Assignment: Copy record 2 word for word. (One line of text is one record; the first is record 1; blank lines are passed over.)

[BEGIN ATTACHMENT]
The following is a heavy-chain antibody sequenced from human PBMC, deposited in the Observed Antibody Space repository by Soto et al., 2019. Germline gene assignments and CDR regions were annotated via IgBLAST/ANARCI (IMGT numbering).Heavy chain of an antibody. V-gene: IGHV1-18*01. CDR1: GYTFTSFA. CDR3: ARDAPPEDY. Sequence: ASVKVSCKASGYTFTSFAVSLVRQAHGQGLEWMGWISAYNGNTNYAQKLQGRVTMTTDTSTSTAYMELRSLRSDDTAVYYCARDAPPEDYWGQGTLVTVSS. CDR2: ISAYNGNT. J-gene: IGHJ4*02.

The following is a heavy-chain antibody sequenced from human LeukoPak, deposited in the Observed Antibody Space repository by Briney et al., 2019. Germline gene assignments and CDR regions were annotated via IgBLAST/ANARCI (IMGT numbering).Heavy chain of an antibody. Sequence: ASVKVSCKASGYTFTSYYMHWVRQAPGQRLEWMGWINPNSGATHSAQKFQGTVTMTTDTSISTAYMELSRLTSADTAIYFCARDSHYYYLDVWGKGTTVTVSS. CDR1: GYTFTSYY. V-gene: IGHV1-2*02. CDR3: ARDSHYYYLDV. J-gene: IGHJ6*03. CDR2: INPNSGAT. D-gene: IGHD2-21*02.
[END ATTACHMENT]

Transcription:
The following is a heavy-chain antibody sequenced from human LeukoPak, deposited in the Observed Antibody Space repository by Briney et al., 2019. Germline gene assignments and CDR regions were annotated via IgBLAST/ANARCI (IMGT numbering).Heavy chain of an antibody. Sequence: ASVKVSCKASGYTFTSYYMHWVRQAPGQRLEWMGWINPNSGATHSAQKFQGTVTMTTDTSISTAYMELSRLTSADTAIYFCARDSHYYYLDVWGKGTTVTVSS. CDR1: GYTFTSYY. V-gene: IGHV1-2*02. CDR3: ARDSHYYYLDV. J-gene: IGHJ6*03. CDR2: INPNSGAT. D-gene: IGHD2-21*02.